Agent Cody Banks (2003) Parent Review
Move over Spy Kids. Step aside James Bond. Cody Banks is ready for action. Agent Cody Banks, that is.
An underground operation headed by an evil entrepreneur named Brinkman (Ian McShane) is pursuing the scientific genius of Dr. Connor (Martin Donovan). The reclusive inventor has developed microscopic nanobots that will eat oil spills and save coastlines. However, Brinkman and his henchman (Arnold Vosloo) have more deviant plans for the little chompers who can be programmed to eat almost any compound.
But trying to stop the crafty mastermind from getting hold of the minute robots has proved to be a challenge for the staff at the CIA. After a string of agents are compromised, the agency decides to take a new approach to chasing down Brinkman.
Fresh faced and loaded down with homework, Cody Banks (Frankie Muniz) looks like any other student. But in reality, he is part of the CIA's child spy ring. Recruited to attend a special summer camp, he learned the finer points of high-speed driving, hand-to-hand combat and high tech gadgetry. Now the agency needs his help in infiltrating enemy lines.Dressed in a skin tight, low buttoned outfit, Cody's "handler" Ronica Miles (Angie Harmon) shows up in the boys' locker room at the public high school where she turns heads and triggers catcalls. After silencing the taunts with some well placed towel snaps, she uses the secret password to convince Cody to come in for a briefing session with the CIA director (Keith David). His assignment? Secure a date with Connor's daughter and find out whatever he can about her father's project.
Now only one small problem stands in Cody's way. Despite his superior training in self-defense maneuvers, this teen has zero ability when it comes to approaching girls (hardly a Bond-kind of trait). Sputtering his way through a conversation, this junior agent has to overcome his female phobia (one that doesn't seem to apply to Ronica) and secure an invitation to Natalie's upcoming birthday party.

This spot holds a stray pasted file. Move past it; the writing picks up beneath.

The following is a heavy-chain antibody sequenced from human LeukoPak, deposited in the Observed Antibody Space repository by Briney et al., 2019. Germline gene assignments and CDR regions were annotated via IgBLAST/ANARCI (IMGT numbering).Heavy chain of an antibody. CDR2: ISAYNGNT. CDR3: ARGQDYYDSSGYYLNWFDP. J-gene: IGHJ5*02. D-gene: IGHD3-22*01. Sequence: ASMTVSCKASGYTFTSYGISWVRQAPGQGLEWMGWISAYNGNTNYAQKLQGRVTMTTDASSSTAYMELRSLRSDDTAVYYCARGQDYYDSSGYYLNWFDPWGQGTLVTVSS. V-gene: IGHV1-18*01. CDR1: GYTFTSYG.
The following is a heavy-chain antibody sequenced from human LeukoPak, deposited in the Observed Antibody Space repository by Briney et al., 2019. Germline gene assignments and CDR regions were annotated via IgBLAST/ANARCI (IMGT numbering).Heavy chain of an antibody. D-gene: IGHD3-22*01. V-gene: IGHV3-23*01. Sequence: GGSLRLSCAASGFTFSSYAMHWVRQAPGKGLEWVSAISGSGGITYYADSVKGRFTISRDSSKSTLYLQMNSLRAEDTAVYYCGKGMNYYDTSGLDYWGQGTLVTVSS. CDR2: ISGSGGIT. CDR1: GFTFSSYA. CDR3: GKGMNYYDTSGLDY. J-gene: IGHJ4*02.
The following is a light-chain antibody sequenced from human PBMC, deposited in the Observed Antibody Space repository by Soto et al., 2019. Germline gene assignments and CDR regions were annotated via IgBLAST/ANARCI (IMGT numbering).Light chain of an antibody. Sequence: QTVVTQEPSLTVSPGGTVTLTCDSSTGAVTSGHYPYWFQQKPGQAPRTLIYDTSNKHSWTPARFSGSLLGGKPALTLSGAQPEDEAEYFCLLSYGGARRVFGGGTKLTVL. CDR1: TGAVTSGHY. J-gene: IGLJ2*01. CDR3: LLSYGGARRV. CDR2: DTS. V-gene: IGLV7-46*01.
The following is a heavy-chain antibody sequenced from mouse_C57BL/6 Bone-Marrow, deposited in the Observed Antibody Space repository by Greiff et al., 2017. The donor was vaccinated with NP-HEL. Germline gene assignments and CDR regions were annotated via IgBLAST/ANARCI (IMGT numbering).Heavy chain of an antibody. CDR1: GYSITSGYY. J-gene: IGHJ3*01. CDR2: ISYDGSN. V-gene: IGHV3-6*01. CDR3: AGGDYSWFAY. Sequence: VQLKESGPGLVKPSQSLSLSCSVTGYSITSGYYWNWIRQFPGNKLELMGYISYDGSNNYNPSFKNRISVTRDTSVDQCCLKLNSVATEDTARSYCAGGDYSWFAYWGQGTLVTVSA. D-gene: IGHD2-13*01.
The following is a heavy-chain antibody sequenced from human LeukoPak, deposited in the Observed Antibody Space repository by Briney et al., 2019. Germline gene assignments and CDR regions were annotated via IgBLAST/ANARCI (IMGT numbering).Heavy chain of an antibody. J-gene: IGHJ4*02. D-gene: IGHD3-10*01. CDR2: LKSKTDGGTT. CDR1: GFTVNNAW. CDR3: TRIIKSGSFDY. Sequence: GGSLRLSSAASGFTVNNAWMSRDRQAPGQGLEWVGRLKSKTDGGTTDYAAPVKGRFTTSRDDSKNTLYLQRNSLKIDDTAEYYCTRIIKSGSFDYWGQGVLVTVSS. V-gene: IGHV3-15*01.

Aimed at the teenaged crowd, this spy flick follows a predictable plot line that includes fistfights, big explosions and in this case, a man who disintegrates from the inside out, along with some mild language and sensuality. However, Agent Cody Banks is full of perks almost any adolescent boy would envy - a jet propelled snowboard, x-ray glasses, access to a hot red car and a host of support agents to take care of chores and homework assignments. Trained in techniques to take out assailants, even high school bullies don't prove to be a problem for this guy.
Still, all the gizmos and classified instruction in the world can't always alleviate fears. While this tongue-tied teen doesn't measure up to the suave superhero we've come to expect, he may appeal to average kids who have to face their own worries -- even without backup from headquarters.Directed by Harald Zwart. Starring Frankie Muniz, Hilary Duff, Ian McShane. Running time: 102 minutes. Theatrical release March 14, 2003. Updated May 24, 2016
Agent Cody Banks (2003) Parents Guide
Directors often use subtle elements to make the hero/heroine stand out from the crowd. In what ways did they spotlight Natalie and Cody in scenes that involve many other actors?
How much information could someone gather on you? Who would they talk to, what records could they access and what routines would they discover about you?